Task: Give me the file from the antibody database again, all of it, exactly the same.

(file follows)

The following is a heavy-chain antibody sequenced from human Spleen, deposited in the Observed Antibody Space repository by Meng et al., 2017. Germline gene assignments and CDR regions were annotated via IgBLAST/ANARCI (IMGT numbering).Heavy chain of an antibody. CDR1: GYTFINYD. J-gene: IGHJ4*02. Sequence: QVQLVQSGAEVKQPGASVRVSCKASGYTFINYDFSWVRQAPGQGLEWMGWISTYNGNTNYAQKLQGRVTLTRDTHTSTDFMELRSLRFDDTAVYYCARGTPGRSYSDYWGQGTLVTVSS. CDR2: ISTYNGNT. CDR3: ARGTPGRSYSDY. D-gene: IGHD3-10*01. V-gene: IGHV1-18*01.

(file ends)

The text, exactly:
The following is a heavy-chain antibody sequenced from human Spleen, deposited in the Observed Antibody Space repository by Meng et al., 2017. Germline gene assignments and CDR regions were annotated via IgBLAST/ANARCI (IMGT numbering).Heavy chain of an antibody. CDR1: GYTFINYD. J-gene: IGHJ4*02. Sequence: QVQLVQSGAEVKQPGASVRVSCKASGYTFINYDFSWVRQAPGQGLEWMGWISTYNGNTNYAQKLQGRVTLTRDTHTSTDFMELRSLRFDDTAVYYCARGTPGRSYSDYWGQGTLVTVSS. CDR2: ISTYNGNT. CDR3: ARGTPGRSYSDY. D-gene: IGHD3-10*01. V-gene: IGHV1-18*01.